Coal’s Dirty Secret

Read the full story in Q Magazine.

Coal combustion residuals, commonly known as coal ash, are non-combustible components of coal — powdery substances accounting for roughly 10 percent of the weight of coal burned. This includes airborne particles caught in the smokestack filters (fly ash) and material left over in the furnace after coal is burned (bottom ash and boiler slag). Coal is an extremely impure fuel, and the toxins and carcinogens it contains are concentrated into coal ash when it is burned.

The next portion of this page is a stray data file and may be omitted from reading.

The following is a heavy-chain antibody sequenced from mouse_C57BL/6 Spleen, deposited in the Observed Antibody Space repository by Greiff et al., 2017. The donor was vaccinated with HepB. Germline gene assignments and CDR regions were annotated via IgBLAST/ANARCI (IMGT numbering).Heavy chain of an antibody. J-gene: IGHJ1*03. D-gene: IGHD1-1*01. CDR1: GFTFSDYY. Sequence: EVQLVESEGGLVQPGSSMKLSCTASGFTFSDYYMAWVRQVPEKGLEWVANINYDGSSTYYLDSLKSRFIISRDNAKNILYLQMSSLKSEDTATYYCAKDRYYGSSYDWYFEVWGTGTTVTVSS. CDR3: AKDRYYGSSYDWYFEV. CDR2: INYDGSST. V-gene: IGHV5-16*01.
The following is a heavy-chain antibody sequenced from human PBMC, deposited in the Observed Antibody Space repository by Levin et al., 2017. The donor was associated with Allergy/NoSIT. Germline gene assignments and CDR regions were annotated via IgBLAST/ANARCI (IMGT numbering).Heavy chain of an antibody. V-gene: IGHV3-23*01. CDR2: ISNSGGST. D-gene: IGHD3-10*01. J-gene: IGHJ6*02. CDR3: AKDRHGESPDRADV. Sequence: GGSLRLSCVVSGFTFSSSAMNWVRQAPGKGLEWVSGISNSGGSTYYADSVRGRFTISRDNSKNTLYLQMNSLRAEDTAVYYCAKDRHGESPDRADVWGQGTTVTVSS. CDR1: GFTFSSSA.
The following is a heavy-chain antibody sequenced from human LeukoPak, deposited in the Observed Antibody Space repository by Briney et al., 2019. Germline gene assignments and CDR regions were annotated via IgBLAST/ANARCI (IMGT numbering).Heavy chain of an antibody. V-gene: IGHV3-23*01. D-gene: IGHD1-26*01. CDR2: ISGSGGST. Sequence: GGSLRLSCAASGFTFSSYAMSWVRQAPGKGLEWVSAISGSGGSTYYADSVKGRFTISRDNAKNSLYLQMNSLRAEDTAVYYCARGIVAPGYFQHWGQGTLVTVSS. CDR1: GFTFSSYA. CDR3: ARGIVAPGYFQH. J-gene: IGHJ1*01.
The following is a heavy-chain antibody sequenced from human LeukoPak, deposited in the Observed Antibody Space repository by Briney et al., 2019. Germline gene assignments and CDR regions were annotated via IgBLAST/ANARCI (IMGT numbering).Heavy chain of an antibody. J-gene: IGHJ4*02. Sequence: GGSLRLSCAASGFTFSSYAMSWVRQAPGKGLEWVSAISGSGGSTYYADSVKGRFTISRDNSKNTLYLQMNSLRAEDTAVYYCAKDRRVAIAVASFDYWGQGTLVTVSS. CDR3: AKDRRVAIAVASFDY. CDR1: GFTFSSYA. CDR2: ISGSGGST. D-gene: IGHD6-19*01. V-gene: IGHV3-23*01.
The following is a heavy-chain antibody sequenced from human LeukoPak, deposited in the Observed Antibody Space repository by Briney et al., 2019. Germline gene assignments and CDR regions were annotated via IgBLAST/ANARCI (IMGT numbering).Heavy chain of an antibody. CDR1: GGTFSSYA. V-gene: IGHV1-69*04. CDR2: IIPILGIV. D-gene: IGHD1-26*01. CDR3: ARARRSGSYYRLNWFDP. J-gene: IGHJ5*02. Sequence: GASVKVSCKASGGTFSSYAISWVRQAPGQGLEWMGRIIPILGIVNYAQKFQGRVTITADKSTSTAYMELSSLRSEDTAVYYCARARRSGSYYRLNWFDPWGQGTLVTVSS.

Coal ash poses an undeniable human health hazard. It contains particles up to 30 times smaller than the width of a human hair, so it is easily ingested or trapped in the lungs. Once in the body, its chemical cocktail can lead to cancer, heart damage, lung disease, kidney disease, and birth defects — with especially severe damage to children. The EPA found that living within a single mile of a coal ash disposal site causes a 1-in-50 lifetime risk of cancer.

This raises the crucial, life-and-death question: Where is coal ash stored?

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